Kingfish, yellowtail kingfish, king yellowtail, kingie, amberjack.
The body is elongated, not very tall, moderately compressed from the sides. The caudal peduncle is small, its length being just over 4 times the length of the head, and it has notches in front of the caudal fin above and below. The lateral line is elevated above the pectoral fin, then it follows horizontally along the midline of the body. There are no enlarged bony flaps in the lateral line. The scales on the body are very fine, cycloidal. The snout is conical. The mouth is terminal, weakly oblique. The upper jaw reaches the vertical of the middle of the eye. Posterior margin with rounded upper angle. Small conical teeth arranged on jaws in broad bands. The eyes are small. The first dorsal fin is lower than the second dorsal fin, and consists of spiny rays connected by a webbing. The soft part of the anal fin is noticeably shorter than the soft part of the second dorsal fin. The pelvic fins are noticeably longer than the pectoral fins. Yellowtail is easily distinguished by the deeply forked bright yellow caudal fins. The body coloration changes from purple-blue on the back to silvery-white on the belly. A copper-colored band runs the entire length of the body from the mouth to the tail. There is a small keel on either side of the caudal process.
Occurs in all oceans. In the Atlantic, it is known off the coast of Brazil and northern Argentina, near St. Helena, off the coast of Africa south of Angola. In the Indian Ocean, it is found in Southern Africa, north of Natal, in Australia. In the Pacific Ocean - south of southern Japan, the Yellow Sea, everywhere near Australia, in the eastern part of the ocean - from British Columbia to Chile.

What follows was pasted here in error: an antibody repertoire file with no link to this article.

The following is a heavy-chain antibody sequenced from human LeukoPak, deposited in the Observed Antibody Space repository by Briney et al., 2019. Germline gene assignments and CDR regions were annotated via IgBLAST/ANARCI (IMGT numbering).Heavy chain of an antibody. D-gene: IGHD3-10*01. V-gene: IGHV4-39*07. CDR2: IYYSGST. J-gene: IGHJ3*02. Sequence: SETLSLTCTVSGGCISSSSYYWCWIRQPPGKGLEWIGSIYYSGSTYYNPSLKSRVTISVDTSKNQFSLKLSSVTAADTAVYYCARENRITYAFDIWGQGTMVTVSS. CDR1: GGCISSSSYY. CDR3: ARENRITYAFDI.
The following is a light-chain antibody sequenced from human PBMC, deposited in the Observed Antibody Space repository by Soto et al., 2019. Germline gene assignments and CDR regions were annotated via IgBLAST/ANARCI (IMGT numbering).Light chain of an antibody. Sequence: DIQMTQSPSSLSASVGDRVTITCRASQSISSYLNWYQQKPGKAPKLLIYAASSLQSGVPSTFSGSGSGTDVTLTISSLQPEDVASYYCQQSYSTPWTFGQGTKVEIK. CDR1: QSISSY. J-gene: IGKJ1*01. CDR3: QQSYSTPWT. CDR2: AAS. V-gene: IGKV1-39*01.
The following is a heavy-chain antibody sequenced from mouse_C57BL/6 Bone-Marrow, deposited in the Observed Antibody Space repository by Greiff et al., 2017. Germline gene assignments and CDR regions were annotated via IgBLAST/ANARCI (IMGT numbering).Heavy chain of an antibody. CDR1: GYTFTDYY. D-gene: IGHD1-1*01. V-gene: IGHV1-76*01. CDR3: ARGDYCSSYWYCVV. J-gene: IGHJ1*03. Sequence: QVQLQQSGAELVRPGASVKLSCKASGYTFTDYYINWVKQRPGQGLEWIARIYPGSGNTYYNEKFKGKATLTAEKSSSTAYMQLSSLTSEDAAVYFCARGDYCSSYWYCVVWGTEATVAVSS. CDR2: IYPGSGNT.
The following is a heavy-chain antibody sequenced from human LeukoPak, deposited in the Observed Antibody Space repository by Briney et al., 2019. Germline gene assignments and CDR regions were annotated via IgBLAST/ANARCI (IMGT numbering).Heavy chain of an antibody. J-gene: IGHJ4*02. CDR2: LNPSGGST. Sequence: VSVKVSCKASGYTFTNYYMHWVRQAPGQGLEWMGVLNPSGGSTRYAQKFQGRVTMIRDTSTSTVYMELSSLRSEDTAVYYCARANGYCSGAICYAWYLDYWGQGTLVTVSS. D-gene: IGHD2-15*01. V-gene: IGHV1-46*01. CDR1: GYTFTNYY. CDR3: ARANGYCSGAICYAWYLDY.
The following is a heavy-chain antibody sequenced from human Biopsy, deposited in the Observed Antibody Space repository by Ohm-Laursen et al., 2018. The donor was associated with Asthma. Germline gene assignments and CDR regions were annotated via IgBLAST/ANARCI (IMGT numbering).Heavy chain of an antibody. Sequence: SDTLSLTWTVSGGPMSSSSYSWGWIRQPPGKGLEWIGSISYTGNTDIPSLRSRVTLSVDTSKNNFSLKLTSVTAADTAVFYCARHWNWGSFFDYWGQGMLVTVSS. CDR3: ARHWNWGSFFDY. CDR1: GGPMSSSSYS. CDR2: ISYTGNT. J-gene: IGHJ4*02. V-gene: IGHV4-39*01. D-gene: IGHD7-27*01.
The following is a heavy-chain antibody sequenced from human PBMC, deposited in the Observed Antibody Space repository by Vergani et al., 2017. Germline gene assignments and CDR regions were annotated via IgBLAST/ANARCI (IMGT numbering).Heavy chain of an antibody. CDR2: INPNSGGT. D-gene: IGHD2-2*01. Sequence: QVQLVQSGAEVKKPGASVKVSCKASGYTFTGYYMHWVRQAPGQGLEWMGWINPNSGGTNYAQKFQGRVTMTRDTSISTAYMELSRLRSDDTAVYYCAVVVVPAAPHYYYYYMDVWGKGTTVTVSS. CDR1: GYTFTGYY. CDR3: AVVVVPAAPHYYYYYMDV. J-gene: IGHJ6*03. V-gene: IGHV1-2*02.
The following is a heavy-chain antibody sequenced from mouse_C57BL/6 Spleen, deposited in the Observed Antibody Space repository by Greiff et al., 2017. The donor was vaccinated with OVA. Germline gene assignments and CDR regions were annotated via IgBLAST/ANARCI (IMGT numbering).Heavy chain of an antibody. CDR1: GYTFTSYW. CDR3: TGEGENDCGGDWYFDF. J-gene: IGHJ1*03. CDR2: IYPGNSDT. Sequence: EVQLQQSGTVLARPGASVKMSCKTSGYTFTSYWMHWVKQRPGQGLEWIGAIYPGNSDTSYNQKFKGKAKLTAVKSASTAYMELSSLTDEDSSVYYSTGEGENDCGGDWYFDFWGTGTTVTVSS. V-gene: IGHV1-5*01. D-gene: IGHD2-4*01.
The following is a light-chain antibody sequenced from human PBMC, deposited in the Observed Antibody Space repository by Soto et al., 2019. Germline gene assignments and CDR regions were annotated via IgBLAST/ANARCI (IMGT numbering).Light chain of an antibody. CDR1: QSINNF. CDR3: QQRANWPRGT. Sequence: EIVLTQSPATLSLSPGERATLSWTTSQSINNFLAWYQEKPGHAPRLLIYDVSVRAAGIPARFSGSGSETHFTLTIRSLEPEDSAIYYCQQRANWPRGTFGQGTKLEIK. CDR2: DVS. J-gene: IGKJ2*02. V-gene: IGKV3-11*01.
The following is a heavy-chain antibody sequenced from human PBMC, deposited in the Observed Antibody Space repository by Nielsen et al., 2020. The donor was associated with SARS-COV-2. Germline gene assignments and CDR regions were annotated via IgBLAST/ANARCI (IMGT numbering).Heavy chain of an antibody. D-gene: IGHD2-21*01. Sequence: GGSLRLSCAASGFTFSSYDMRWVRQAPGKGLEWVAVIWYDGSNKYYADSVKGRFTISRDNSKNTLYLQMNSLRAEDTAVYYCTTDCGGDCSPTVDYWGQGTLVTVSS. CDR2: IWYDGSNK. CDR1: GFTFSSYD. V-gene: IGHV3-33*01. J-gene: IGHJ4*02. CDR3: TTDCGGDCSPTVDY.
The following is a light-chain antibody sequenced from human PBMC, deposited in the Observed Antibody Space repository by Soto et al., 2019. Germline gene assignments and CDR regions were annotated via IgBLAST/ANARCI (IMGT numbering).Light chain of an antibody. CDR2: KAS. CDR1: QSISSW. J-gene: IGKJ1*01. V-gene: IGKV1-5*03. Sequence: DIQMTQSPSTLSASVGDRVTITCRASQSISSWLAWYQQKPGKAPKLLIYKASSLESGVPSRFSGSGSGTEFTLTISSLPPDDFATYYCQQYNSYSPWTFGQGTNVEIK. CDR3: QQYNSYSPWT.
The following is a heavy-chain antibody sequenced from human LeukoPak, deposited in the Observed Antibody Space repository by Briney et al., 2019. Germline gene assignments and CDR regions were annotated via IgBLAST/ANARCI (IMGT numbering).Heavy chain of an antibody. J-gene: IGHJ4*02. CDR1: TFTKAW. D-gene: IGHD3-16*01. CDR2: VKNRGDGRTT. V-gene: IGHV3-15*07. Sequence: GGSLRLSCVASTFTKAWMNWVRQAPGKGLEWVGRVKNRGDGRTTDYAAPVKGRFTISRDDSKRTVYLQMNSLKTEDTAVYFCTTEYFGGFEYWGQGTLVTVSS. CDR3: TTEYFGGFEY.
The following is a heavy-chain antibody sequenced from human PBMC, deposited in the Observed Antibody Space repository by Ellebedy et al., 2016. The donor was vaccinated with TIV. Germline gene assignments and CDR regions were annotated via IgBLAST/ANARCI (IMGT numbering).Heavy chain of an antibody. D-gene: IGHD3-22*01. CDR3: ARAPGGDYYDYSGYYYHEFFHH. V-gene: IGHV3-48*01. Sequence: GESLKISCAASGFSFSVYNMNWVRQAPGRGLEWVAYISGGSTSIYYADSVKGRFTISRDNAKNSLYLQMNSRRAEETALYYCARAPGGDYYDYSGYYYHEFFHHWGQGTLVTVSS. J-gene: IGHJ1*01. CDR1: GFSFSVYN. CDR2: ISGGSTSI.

It inhabits both pelagic and near-bottom horizons on the shelf and in the breakwater area, usually at depths of no more than 200 m. Yellowtail are predominantly coastal schooling fish, inhabiting coastal waters and up to the continental shelf. In addition to being found on and around offshore reefs and rocky shores, they often enter deep water around marinas, jetties, and artificial structures such as shipwrecks or artificial reefs. They occasionally swim along ocean beaches and into large estuaries. Large specimens, especially of the southern variety, are found in deep water around rocky pinnacles.
The southern yellowtail is believed to reach a maximum weight of 154 pounds and a length of over 61⁄2 feet. The 114-pound southern yellowtail from New Zealand is the world record holder for all tackle. The world record for California yellowtail is nearly 79 pounds, but the average fish is much smaller.
Life history and Behavior
Yellowtail can form large aggregations around reefs and come to the surface massively to feed on clusters of baits and to drive bait to shore. Their migratory habits are not well known, but larger individuals are thought to be less migratory.
Food and feeding habits
Yellowtail will eat whatever is available. Gathering in groups, hunts for small fish (sardines, anchovies, mackerel, etc), also eats squid and pelagic crabs.
Spawning takes place during the summer months.
|Conservation status||Least Concern|
|Life span, years||12|
|Maximum body weight, kg||40|
|Maximum length, cm||150|
|Sailing speed, m/s||No information|
|Threat to people||Edible|
|Way of eating||Predator|